By Dave Palmer
According to an article on Huffington Post yesterday, Senator Mitch McConnell (R-KY) will go down in Senate history as being the first member of that body to have ever filibustered his own proposal. Senator McConnell made a motion to vote on legislation that would let the president extend the country’s borrowing limit on his own.
Senate Majority Leader Harry Reid (D-NV) apparently objected at first, but shortly thereafter came back to propose a straight up-or-down vote. McConnell then was forced to recant, stating, “‘What we’re talking about here is a perpetual debt ceiling grant, in effect, to the president, ” McConnell said. “Matters of this level of controversy always require 60 votes.’” 60 votes is exactly the number of votes required to end a filibuster during debate.
Senator Dick Durbin went on record with reporters after Senator McConnell filibustered himself, saying, “”I don’t know how the Republicans can say they’re not abusing the filibuster after what we saw on the floor today. It’s somewhat comic, but sad as well, that we’ve reached the point where Senator McConnell will not even accept a majority vote on his own measure.”
I couldn’t agree more.
The idea of a filibuster is found nowhere in the Constitution. It was introduced into Senate rules as a way to prevent the majority party in the Senate from steamrolling the minority by requiring a near-supermajority to pass controversial legislation. However, for at least the last two years, Republican senators have been filibustering nearly everything from necessary judicial appointments to the renewal of a bill related to maintaining the interstate highway system.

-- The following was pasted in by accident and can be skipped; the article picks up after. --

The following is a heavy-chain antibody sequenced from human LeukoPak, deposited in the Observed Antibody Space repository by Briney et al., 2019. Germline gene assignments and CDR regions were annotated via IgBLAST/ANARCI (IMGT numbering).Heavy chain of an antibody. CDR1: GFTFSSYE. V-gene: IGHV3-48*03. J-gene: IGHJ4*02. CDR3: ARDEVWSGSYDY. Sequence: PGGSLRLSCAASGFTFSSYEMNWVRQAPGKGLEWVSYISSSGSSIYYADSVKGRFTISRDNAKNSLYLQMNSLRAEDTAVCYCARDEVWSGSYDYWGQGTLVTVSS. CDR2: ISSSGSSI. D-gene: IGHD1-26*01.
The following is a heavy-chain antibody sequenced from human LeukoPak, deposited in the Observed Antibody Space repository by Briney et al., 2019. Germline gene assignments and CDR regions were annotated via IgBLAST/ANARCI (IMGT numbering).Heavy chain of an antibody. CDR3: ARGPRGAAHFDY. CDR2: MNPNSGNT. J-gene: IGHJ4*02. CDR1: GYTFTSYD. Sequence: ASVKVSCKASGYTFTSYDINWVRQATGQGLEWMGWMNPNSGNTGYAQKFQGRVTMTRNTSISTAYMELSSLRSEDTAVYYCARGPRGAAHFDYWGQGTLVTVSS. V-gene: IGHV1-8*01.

Now, we have reached what I consider the absolute acme of opposition for opposition’s sake and the highest pinnacle of filibuster abuse. I can’t think of any circumstance under which I might propose a solution to a problem, then object to a group of people voting whether or not to make my proposal a reality.
This unfortunate circumstance in our government only firms my belief that the filibuster rules need to be reformed.
First and foremost, there needs to be a rule that you can’t filibuster your own proposal. That’s kind of like running for a political office, then voting for your opponent.
Second, let’s go back to actually making people give long and involved speeches during a filibuster. If they stop talking for any reason, then it should be considered to be a cessation of the filibuster, and normal voting rules should apply.
Third, Senators should have to demonstrate that they’ve at least attempted to reach some kind of compromise with opposing parties and have functionally debated the topic in committee and/or floor consideration before being allowed to launch into a filibuster.
As it stands now, the filibuster is obviously being used as means of obstruction rather than a tool to engage the Senate in political discourse over a controversial issue. Shameful uses of the filibuster, including yesterday’s demonstration by Senator McConnell, have torpedoed even bills that historically have had bipartisan support for many years or even decades. They have prevented necessary appointments of judges to the point of judicial emergency, and have gone as far as to say that America won’t pay its bills unless programs that have nothing to do with the deficit are cut.
This is disgusting, egregious, and utterly outrageous. Congress is no longer a representing body for the people. It’s become a collection of extremist idealogues who are willing to bankrupt our economy over a refusal to compromise. It’s a body that wants raise taxes on the middle class and the poor to protect tax cuts for the wealthy. Most shockingly, they have made it clear that they desire to hurt senior citizens and the needy by cutting programs that almost all of them have contributed their tax dollars to and (according to them) have the gall to demand a return on their investment. (Yes, Social Security, Medicare, and Medicaid are all earned benefits. We paid for them with our tax dollars, the programs are self-funding, and in no way contribute to the deficit.)
A democracy is supposed to represent majority will. I have no qualm with allowing minority opinion holders to speak up and try to convince more people of their point of view. But, when the majority of people aren’t buying what you’re selling, it’s probably time to sell something a little bit different.